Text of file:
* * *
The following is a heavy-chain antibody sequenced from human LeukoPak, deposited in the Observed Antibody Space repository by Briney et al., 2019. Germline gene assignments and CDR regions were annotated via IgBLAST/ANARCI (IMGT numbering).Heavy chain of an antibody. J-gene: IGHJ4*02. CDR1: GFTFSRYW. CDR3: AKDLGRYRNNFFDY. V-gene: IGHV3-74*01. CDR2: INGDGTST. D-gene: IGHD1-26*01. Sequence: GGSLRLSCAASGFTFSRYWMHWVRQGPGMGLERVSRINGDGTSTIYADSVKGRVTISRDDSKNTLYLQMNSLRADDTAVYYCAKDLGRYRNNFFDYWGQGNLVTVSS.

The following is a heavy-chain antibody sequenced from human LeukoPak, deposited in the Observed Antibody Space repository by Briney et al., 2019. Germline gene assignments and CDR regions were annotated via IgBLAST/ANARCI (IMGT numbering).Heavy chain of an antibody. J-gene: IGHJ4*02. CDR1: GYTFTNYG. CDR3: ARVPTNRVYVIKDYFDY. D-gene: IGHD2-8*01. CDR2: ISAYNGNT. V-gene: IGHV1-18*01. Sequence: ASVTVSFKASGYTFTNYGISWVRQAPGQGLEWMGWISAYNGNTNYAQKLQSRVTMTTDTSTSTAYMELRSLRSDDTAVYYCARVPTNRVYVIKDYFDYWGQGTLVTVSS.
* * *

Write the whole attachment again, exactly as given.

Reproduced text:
The following is a heavy-chain antibody sequenced from human LeukoPak, deposited in the Observed Antibody Space repository by Briney et al., 2019. Germline gene assignments and CDR regions were annotated via IgBLAST/ANARCI (IMGT numbering).Heavy chain of an antibody. J-gene: IGHJ4*02. CDR1: GFTFSRYW. CDR3: AKDLGRYRNNFFDY. V-gene: IGHV3-74*01. CDR2: INGDGTST. D-gene: IGHD1-26*01. Sequence: GGSLRLSCAASGFTFSRYWMHWVRQGPGMGLERVSRINGDGTSTIYADSVKGRVTISRDDSKNTLYLQMNSLRADDTAVYYCAKDLGRYRNNFFDYWGQGNLVTVSS.

The following is a heavy-chain antibody sequenced from human LeukoPak, deposited in the Observed Antibody Space repository by Briney et al., 2019. Germline gene assignments and CDR regions were annotated via IgBLAST/ANARCI (IMGT numbering).Heavy chain of an antibody. J-gene: IGHJ4*02. CDR1: GYTFTNYG. CDR3: ARVPTNRVYVIKDYFDY. D-gene: IGHD2-8*01. CDR2: ISAYNGNT. V-gene: IGHV1-18*01. Sequence: ASVTVSFKASGYTFTNYGISWVRQAPGQGLEWMGWISAYNGNTNYAQKLQSRVTMTTDTSTSTAYMELRSLRSDDTAVYYCARVPTNRVYVIKDYFDYWGQGTLVTVSS.